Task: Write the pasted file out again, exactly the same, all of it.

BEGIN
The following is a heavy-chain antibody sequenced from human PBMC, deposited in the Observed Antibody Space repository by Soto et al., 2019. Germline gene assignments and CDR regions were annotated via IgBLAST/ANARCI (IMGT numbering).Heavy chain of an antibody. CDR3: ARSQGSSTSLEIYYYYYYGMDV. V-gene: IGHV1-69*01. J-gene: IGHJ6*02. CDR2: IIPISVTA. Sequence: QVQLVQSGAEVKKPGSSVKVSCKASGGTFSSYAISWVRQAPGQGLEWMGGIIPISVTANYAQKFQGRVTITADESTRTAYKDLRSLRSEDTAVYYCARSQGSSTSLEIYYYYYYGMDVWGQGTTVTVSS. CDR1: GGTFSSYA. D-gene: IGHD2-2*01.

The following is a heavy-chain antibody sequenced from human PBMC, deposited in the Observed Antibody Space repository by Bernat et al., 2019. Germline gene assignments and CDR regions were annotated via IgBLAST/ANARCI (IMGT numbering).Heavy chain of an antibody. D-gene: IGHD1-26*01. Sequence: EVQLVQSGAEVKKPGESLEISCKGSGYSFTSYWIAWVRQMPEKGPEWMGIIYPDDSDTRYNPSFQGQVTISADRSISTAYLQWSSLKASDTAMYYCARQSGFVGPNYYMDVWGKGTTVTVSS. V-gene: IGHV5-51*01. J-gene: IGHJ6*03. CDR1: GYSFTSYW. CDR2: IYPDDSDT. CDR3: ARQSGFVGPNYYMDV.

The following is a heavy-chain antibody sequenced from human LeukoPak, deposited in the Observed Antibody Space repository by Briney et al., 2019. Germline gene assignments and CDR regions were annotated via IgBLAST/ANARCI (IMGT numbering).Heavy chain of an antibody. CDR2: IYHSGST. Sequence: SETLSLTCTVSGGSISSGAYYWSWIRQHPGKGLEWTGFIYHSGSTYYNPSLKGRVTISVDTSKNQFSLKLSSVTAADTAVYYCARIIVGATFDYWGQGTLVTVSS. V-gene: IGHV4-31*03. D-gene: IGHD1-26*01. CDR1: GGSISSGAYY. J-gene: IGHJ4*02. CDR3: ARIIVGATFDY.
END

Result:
The following is a heavy-chain antibody sequenced from human PBMC, deposited in the Observed Antibody Space repository by Soto et al., 2019. Germline gene assignments and CDR regions were annotated via IgBLAST/ANARCI (IMGT numbering).Heavy chain of an antibody. CDR3: ARSQGSSTSLEIYYYYYYGMDV. V-gene: IGHV1-69*01. J-gene: IGHJ6*02. CDR2: IIPISVTA. Sequence: QVQLVQSGAEVKKPGSSVKVSCKASGGTFSSYAISWVRQAPGQGLEWMGGIIPISVTANYAQKFQGRVTITADESTRTAYKDLRSLRSEDTAVYYCARSQGSSTSLEIYYYYYYGMDVWGQGTTVTVSS. CDR1: GGTFSSYA. D-gene: IGHD2-2*01.

The following is a heavy-chain antibody sequenced from human PBMC, deposited in the Observed Antibody Space repository by Bernat et al., 2019. Germline gene assignments and CDR regions were annotated via IgBLAST/ANARCI (IMGT numbering).Heavy chain of an antibody. D-gene: IGHD1-26*01. Sequence: EVQLVQSGAEVKKPGESLEISCKGSGYSFTSYWIAWVRQMPEKGPEWMGIIYPDDSDTRYNPSFQGQVTISADRSISTAYLQWSSLKASDTAMYYCARQSGFVGPNYYMDVWGKGTTVTVSS. V-gene: IGHV5-51*01. J-gene: IGHJ6*03. CDR1: GYSFTSYW. CDR2: IYPDDSDT. CDR3: ARQSGFVGPNYYMDV.

The following is a heavy-chain antibody sequenced from human LeukoPak, deposited in the Observed Antibody Space repository by Briney et al., 2019. Germline gene assignments and CDR regions were annotated via IgBLAST/ANARCI (IMGT numbering).Heavy chain of an antibody. CDR2: IYHSGST. Sequence: SETLSLTCTVSGGSISSGAYYWSWIRQHPGKGLEWTGFIYHSGSTYYNPSLKGRVTISVDTSKNQFSLKLSSVTAADTAVYYCARIIVGATFDYWGQGTLVTVSS. V-gene: IGHV4-31*03. D-gene: IGHD1-26*01. CDR1: GGSISSGAYY. J-gene: IGHJ4*02. CDR3: ARIIVGATFDY.